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In my project I heavily make use of TPL, and I decide to design a generic way of producing tasks, instead of calling new Task(Action);, new Task(Action<object>, object); or Task.Factory.StartNew(Action) etc. explicitly. I will have a function like

void SpawnTask<A,B>( Action<A,B> action, A a, B b) { ... }
void SpawnTask<A,B,C>( Action<A,B,C> action, A a, B b, C c) { ... }

for creating and starting tasks.

Also I need to run a mandatory method after each task completed. Thus I have to wrap the actual method I want to run in another method like

void RuncTask(Action action)
{
  action();
  MandatoryMethod();
}

So far I come up with two different approaches.
First, using anonymous delegates:

void SpawnTask<A,B>(Action<A,B> action, A a, B b)
{
  A dummyA = a; // To localize the parameters.
  B dummyB = b;
  var methodDelegate = delegate { action(dummyA,dummyB); };
  var taskDelegate = delegate { RunTask(methodDelegate); };
  Task.Factory.StartNew( taskDelegate );
}

void RuncTask(Action action)
{
  action();
  MandatoryMethod();
}

Second, using tuple:

void SpawnTask<A,B>(Action<A,B> action, A a, B b)
{
  Tuple<Action<A,B>, A, B> tpl = Tuple.Create(action, a, b);
  Action<object> act = RunTask<A,B>;
  Task.Factory.StartNew( act, tpl );
}

void RuncTask<A,B>(object obj)
{
  var tpl = (Tuple<Action<A, B>, A, B>)param;
  tpl.Item1(tpl.Item2,tpl.Item3);
  MandatoryMethod();
}

I like the first one because, it is simpler. The second has casting, requires other generic RunTask methods to be implemented for different number of parameters. But I do not know if creating too much anonymous delegates can cause side effects.

Which one do you prefer? Why? Or what other solutions do you have?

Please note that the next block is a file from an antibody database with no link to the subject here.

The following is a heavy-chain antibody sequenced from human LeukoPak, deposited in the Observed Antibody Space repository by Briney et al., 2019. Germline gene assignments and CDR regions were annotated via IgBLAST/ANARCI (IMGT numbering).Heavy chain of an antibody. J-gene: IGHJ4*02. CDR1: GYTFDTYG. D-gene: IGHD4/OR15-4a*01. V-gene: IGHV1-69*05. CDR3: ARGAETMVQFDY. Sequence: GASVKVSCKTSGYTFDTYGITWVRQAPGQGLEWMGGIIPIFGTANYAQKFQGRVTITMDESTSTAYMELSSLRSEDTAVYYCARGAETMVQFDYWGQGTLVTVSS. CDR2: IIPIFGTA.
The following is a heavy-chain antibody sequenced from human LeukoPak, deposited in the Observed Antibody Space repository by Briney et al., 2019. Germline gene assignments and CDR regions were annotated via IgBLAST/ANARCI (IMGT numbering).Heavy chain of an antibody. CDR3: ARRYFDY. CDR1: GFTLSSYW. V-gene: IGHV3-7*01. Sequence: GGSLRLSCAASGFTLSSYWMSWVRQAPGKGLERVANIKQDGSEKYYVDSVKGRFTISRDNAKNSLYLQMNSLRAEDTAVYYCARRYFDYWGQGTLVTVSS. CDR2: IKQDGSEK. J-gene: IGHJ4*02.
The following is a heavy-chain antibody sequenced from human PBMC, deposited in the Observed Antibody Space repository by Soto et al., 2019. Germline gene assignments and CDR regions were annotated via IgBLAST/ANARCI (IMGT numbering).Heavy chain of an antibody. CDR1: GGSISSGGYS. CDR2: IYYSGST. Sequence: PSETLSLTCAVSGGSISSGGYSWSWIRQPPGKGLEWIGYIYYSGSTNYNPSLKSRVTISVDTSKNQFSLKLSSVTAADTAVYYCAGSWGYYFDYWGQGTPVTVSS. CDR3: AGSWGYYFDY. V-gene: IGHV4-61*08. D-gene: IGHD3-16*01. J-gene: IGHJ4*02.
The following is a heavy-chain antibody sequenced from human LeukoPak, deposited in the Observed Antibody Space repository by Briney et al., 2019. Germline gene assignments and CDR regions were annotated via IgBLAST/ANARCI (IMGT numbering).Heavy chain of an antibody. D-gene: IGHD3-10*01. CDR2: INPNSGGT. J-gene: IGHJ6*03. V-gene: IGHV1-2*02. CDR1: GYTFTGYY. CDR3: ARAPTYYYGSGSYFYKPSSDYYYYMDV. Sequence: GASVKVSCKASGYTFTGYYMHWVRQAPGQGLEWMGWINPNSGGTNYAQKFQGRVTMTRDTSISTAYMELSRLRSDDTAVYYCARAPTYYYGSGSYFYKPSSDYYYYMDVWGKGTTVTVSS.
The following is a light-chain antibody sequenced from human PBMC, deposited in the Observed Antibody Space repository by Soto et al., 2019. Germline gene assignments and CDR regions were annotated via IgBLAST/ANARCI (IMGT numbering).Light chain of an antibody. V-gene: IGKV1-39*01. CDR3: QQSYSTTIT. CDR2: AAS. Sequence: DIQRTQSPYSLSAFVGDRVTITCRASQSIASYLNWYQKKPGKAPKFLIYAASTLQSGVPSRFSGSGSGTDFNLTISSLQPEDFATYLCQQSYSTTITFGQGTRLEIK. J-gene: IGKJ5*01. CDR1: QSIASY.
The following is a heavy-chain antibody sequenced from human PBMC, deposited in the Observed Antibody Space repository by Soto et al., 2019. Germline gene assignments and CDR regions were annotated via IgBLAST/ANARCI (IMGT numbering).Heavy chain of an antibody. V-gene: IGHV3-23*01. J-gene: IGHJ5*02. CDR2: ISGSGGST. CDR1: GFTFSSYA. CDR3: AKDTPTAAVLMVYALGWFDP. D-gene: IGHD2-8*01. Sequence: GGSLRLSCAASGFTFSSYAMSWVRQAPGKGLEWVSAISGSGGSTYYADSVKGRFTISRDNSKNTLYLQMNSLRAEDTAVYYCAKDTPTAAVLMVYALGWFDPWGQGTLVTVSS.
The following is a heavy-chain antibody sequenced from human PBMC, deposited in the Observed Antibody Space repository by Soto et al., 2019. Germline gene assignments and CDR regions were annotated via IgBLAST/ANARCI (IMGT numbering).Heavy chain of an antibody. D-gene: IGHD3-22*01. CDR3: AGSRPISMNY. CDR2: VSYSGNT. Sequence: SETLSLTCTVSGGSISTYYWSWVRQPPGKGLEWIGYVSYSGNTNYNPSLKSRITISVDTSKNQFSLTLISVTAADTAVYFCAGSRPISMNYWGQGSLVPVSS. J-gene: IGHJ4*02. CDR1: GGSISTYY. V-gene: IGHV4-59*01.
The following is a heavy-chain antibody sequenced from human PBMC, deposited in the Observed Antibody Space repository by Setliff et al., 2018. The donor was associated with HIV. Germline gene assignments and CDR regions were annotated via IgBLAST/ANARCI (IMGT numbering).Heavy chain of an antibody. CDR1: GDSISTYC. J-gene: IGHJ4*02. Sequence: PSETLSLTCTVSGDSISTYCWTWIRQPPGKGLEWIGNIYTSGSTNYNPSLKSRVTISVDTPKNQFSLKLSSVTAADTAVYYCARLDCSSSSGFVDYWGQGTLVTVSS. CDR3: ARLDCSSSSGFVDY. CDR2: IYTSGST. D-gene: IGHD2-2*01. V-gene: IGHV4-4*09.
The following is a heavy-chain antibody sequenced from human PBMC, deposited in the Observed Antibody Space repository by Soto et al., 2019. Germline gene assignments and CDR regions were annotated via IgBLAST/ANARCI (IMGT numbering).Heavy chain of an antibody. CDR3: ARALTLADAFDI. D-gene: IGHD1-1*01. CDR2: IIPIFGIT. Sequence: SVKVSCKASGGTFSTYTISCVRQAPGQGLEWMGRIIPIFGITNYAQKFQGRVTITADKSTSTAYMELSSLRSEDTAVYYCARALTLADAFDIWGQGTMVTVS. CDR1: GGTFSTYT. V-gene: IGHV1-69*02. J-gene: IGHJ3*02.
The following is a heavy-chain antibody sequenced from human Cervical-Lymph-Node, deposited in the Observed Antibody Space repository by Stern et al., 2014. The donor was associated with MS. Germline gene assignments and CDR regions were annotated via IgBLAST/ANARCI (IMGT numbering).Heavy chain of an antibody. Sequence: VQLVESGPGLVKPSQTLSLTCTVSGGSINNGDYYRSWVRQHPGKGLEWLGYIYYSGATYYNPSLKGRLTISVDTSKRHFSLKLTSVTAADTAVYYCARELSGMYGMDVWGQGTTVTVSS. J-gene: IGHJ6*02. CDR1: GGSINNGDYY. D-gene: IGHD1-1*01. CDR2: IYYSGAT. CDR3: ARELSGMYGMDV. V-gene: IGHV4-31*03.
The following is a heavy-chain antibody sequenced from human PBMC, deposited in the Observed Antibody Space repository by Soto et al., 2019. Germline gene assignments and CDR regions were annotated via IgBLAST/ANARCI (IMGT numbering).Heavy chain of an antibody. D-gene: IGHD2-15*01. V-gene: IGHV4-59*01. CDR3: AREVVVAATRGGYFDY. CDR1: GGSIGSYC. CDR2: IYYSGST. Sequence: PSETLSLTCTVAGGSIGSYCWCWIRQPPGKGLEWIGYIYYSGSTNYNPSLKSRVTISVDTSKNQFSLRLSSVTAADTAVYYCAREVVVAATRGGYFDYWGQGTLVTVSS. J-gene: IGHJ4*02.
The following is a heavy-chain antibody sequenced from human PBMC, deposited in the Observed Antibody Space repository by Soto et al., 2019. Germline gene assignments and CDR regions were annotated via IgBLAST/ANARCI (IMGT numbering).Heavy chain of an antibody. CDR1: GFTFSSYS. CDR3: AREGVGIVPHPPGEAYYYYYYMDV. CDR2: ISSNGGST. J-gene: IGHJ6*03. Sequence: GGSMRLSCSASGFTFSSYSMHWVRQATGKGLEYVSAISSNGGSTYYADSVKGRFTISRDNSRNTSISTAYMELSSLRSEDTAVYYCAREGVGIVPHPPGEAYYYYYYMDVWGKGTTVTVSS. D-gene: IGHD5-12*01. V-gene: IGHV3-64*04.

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2 Answers

up vote 3 down vote accepted

Well, you can always create an extension method on Action<TA,TB> ... and you should use continuations rather than wrapped method calls to implement the behavior of always performing another action when the task completes:

public static class TaskExtensions
{
    public static void RunTask<TA,TB>( Action<TA,TB> action, TA a, TB b )
    {
        Task newTask = new Task( () => action(a,b) );
        newTask.ContinueWith( MandatoryMethod );
        newTask.Start();
    }

    // if you need to support other signature (more parameters) you would need to
    // create additional overloads of RunTask with more generic parameters...
    public static void RunTask( Action action );
    public static void RunTask<TA>( Action<TA> action, TA a );
    // etc ...

    private static void MandatoryMethod( Task t ) { /* your continuation logic */ }
}

Now you can use this code as follows:

public void SomeMethod( int x, int y ) { ... }

// later...
Action<int,int> myAction = SomeMethod;
myAction.RunTask( 1, 2 );

Note that in the above implementation the continuation method (MandatoryMethod) will be executed asynchronously. If you desire synchronous execution (as is implemented in your example), you can use the overload of ContinueWith that takes a TaskContinuationOptions and pass in TaskContinuationOptions.ExecuteSynchronously.

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Frankly, I mot quite sure what you are trying to accomplish with that. What advantage over directly using Task constructor or Task.Factory are you hoping to achieve?

As for a "mandatory method" that needs to execute after task finishes, look at continuations (e.g. Task.ContinueWith).

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Maybe the question is not clear enough. The point is to create a task for all types of void methods generically. –  ali_bahoo Oct 4 '11 at 15:02
1  
@sad_man Either I'm missing something obvious here or you are ;) Why can't you just pass any delegate to Task.Factory.StartNew? You do know that you can wrap a delegate with any number of parameters in a peremeter-less lambda and present it to TaskFactory.StartNew, right? BTW, how will you wait on task completion if SpawnTask does not return the newly created task (nor you are using child tasks)? –  Branko Dimitrijevic Oct 4 '11 at 15:13
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